they can be approved. We believe that public review and consultation are important--especially when charter schools will be co-located with traditional public schools--but this cannot become a poison pill that prevents opening new charter schools.
As Governor, Andrew Cuomo will also oppose arbitrarily limiting the number of charter schools that can operate in a school district. And because SUNY has done a good job in approving and monitoring charter schools, we should continue to allow
SUNY to have shared authority for approving charter schools with the Board of Regents. As a strong supporter of charter schools, Andrew Cuomo understands how important it is to retain high standards and strong accountability.
Source: 2010 gubernatorial campaign website, andrewcuomo.com
, Nov 1, 2010
Vouchers undermine existing public schools
Republicans stress lack of accountability while Democrats claim inadequate resources. Democrats must stick to their principles of supporting our public schools, but they also must not be afraid to embrace new solutions and increased accountability to
Vouchers for private school are not the panacea that the Republicans would have people believe, and they threaten to undermine our existing public schools. Charter schools hold selective promise, but are only a part of the answer.
We must embrace comprehensive reform of our public school system that does not continually seek, as the Republicans often do, simply to remove children from, or undermine, those systems.
We must be willing to close persistently failing schools
that have not responded to help, in favor of new schools with new staff and new approaches. Democrats are the party of public education and therefore we must be the party that demands the most from public education.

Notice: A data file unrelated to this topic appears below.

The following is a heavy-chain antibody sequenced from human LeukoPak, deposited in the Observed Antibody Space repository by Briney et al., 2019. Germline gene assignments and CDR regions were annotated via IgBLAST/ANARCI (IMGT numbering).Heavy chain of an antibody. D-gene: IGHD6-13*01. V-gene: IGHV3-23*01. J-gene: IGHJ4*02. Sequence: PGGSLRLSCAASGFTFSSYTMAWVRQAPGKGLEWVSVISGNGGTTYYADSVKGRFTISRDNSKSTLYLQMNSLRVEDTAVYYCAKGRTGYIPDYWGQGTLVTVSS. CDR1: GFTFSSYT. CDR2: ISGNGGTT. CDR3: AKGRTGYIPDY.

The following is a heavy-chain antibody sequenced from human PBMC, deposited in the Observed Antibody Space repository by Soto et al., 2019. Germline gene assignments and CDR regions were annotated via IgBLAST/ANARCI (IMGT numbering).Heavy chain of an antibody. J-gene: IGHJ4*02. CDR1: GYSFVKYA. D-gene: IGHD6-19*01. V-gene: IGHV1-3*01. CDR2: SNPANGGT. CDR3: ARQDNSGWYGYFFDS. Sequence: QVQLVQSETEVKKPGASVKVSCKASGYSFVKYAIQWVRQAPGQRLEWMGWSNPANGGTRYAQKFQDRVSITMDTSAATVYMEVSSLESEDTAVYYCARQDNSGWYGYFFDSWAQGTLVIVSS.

Source: Crossroads, by Andrew Cuomo, p. 72
, Oct 14, 2003
Universal 3-K: pre-school for all 3-year-olds
In addition to efforts to provide pre-kindergarten more universally, pilot programs in some states have shown that learning can and should begin at age 3.
Several states have also launched comprehensive reforms to their child care delivery systems to provide subsidized early education as part of the state-funded day care programs.
Universal pre-K for 4 year olds should be realized as soon as possible across the country; but our ambitions for our children should extend beyond that to providing "Universal 3-K" for all of our 3 year olds as well.
Early education is good for our children, but it's also good for our nation.
Source: Crossroads, by Andrew Cuomo, p. 73
, Oct 14, 2003
Mayor should be accountable for NYC schools
Cuomo called for abolishing the city Board of Education yesterday, saying it was a priority to turn over control of the schools to the mayor. “The public school system is failing our children. The first step to fixing it is to create a sense of
accountability, a sense that the buck would stop with the mayor.” Cuomo echoed Mayor Bloomberg and Gov. Pataki in their plan to turn the board into a city agency with a commissioner. Cuomo also called for an advisory panel of parents, teachers & experts.
Source: Jonathan Lemire, Daily News
, Mar 15, 2002
Page last updated: Apr 26, 2013